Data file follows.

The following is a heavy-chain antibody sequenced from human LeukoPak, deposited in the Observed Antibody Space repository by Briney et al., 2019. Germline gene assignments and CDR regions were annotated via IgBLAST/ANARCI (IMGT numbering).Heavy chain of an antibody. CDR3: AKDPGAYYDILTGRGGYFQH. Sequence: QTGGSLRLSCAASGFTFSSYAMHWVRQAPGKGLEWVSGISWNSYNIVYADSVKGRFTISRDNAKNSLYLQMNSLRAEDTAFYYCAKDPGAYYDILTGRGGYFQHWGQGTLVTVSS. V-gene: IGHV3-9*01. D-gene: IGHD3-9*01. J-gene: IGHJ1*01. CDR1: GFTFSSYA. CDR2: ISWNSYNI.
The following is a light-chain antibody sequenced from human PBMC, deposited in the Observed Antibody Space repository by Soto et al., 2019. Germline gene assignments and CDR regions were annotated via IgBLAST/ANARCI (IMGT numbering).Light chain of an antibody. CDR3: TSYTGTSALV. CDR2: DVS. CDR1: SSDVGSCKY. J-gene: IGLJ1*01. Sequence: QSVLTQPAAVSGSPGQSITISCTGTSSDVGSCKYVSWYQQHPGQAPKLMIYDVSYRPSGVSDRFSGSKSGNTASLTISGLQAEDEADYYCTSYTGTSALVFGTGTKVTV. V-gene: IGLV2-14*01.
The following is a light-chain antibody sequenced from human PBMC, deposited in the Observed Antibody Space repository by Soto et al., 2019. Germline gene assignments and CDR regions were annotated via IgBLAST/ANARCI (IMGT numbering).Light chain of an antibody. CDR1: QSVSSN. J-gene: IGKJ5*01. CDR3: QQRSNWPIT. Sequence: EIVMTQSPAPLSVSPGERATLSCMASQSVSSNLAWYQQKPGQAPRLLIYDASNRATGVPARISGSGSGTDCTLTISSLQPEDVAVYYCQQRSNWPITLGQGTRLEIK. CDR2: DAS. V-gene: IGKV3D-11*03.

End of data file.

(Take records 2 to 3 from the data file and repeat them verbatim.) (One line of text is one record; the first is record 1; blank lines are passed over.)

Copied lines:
The following is a light-chain antibody sequenced from human PBMC, deposited in the Observed Antibody Space repository by Soto et al., 2019. Germline gene assignments and CDR regions were annotated via IgBLAST/ANARCI (IMGT numbering).Light chain of an antibody. CDR3: TSYTGTSALV. CDR2: DVS. CDR1: SSDVGSCKY. J-gene: IGLJ1*01. Sequence: QSVLTQPAAVSGSPGQSITISCTGTSSDVGSCKYVSWYQQHPGQAPKLMIYDVSYRPSGVSDRFSGSKSGNTASLTISGLQAEDEADYYCTSYTGTSALVFGTGTKVTV. V-gene: IGLV2-14*01.
The following is a light-chain antibody sequenced from human PBMC, deposited in the Observed Antibody Space repository by Soto et al., 2019. Germline gene assignments and CDR regions were annotated via IgBLAST/ANARCI (IMGT numbering).Light chain of an antibody. CDR1: QSVSSN. J-gene: IGKJ5*01. CDR3: QQRSNWPIT. Sequence: EIVMTQSPAPLSVSPGERATLSCMASQSVSSNLAWYQQKPGQAPRLLIYDASNRATGVPARISGSGSGTDCTLTISSLQPEDVAVYYCQQRSNWPITLGQGTRLEIK. CDR2: DAS. V-gene: IGKV3D-11*03.